It’s a wrap! No, not the movie. That comes next week. After six straight days filming at the Spencer House, here in Lawrenceburg, KY, it’s time to call this location a wrap.
Today, the crew is preparing for an overnight shoot. Once again, it’s time for the old Jeep Cherokee to make its way onto the streets Lawrenceburg and the immediate surrounding area.
Sophie, who is the main female character in our film, affectionately calls her ride Sally. Our crew has worked hard to outfit and rig Sally with a spider mount, which is crucial in order to support our camera. Sally is then placed on an auto transport and then towed. As I said it’s a lot of work to get this right. It’s also a very time-consuming process; however, it is worth the effort because we are getting great shots with this technique. After all, the bottom line is “it’s all about making a great movie”.
Before I go any further, I want to write a disclaimer—not that anybody is complaining about working on the film or complaining about our tight schedule. I just thought you might like to know the type of sacrifice everyone is making. The days have been long. Most people working on Hope Bridge put in between 12 to 14 hours each day. In addition, they also have to drive 45 minutes to their hotel or dorm. And remember, they have to do this for six consecutive days before getting one day off. When you’re making a movie, it literally consumes every moment of your day. You’re fortunate to get a little rest or sleep before you have to do it all over again.
This crew is amazing. I haven’t heard one word of complaining. It sure helps that practically everyone in the production of Hope Bridge is under the age of 25. Thank goodness for youth and energy.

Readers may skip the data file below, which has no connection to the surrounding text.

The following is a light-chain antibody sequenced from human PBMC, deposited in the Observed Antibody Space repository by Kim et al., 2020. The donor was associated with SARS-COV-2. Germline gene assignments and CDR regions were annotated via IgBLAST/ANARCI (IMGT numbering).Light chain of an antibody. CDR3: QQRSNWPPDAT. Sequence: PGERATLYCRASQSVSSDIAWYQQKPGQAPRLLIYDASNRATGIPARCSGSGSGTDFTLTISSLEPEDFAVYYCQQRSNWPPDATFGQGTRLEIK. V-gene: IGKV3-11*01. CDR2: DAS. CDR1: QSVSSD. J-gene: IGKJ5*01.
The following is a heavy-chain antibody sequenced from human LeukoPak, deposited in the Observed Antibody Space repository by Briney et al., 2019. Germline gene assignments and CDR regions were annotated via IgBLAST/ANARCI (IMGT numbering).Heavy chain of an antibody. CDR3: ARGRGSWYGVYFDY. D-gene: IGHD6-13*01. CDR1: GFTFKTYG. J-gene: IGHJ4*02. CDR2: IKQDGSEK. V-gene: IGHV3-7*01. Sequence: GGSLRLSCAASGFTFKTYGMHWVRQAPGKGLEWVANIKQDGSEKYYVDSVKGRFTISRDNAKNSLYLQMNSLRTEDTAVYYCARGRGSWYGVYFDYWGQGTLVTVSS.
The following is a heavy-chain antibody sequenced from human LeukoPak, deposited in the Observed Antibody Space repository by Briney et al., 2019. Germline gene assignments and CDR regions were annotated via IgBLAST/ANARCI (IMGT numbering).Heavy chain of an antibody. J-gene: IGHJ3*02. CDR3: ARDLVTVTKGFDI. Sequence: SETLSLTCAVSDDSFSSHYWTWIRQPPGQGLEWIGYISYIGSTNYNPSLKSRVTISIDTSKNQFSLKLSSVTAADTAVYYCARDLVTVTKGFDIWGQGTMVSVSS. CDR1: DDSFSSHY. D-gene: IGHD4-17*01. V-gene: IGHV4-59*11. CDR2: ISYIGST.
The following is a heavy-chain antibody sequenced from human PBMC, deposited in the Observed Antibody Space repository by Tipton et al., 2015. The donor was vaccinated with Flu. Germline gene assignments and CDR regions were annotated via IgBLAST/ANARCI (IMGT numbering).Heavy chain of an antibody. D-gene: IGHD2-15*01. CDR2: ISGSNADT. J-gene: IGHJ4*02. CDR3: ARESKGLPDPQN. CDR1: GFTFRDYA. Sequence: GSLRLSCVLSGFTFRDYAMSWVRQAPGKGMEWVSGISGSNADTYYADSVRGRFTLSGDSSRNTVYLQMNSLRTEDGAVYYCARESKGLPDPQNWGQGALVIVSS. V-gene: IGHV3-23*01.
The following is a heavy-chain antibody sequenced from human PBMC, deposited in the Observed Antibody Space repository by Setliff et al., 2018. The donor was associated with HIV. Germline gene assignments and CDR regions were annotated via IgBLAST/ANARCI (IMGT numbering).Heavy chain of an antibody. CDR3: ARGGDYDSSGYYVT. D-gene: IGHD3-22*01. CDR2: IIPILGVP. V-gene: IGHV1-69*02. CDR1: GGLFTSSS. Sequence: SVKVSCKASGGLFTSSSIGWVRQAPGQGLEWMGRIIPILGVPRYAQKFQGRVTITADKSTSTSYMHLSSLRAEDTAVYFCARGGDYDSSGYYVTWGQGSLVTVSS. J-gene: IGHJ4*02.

I’ve been asked why our schedule is so tight. Why is it only an 18-day shoot? You may not realize this but most typical studio films have a production schedule ranging from 36 to 120 days. What a luxury!
Hope Bridge is no different than any other low-budget, independent film. There’s nothing magical about 18 days. Our budget would only allow us to shoot longer than 18 days. Each day is expensive to be in production. You burn through money at an unbelievable rate. You have to pay for equipment rental, food, hotels, actors, props, and locations—just to name a few. Sure, it would have been nice to have a few extra days. But our cast and crew believe in this project and are willing to make the necessary sacrifices.
There’s really no magic about filmmaking. It all comes down to hard work and a willingness to do whatever you have to do to get the job done. You might ask how we make this 18-day schedule work. That job belongs to Isaac Stambaugh, who is our Unit Production Manager. It’s one of the most important jobs on set. Sometimes in the industry it’s referred to as a Line Producer or a Director of Production.
Isaac’s job is to come up with a production schedule which serves as the blueprint or bible for Hope Bridge. Think of Isaac as a general moving his pieces around the board. He has to group actors, equipment, vehicles, locations and props in such a way as to utilize their effectiveness. But, more importantly, they have to be cost-effective. A production schedule tells you what is going to happen each day, which scenes will be shot, how long they will take, and how many pages will be produced. For example, in our production schedule, six days were planned at one location, the Spencer House. We don’t shoot at the Spencer House and then shoot somewhere else and then come back to the Spencer House. That wouldn’t make any sense. Obviously, that means that the scenes are shot out of sequence. But it’s the only way to efficiently maximize our resources and stay in budget.
Another example is Kevin Sabo who played the counselor. He had only four days of work in the script; therefore, you would want a schedule having him working four consecutive days. It would make no sense to have an actor sitting around doing nothing.
Isaac has pulled off a miracle and made our schedule work. A good Unit Production Manager has to know just about everything concerning the production cycle in order to make everything work.
I asked Isaac how he thought things were going. “We’re on budget, and we’re on time, but that could change in the next hour. We’ve got usable footage. But next week we have a couple of big days on Tuesday and Wednesday. We’re not home yet.” It’s Isaac’s job to worry. In fact, if Isaac’s not worried, he’s worried about not being worried. Keep up the good work Isaac. You’ve gotten us this far.
More to come.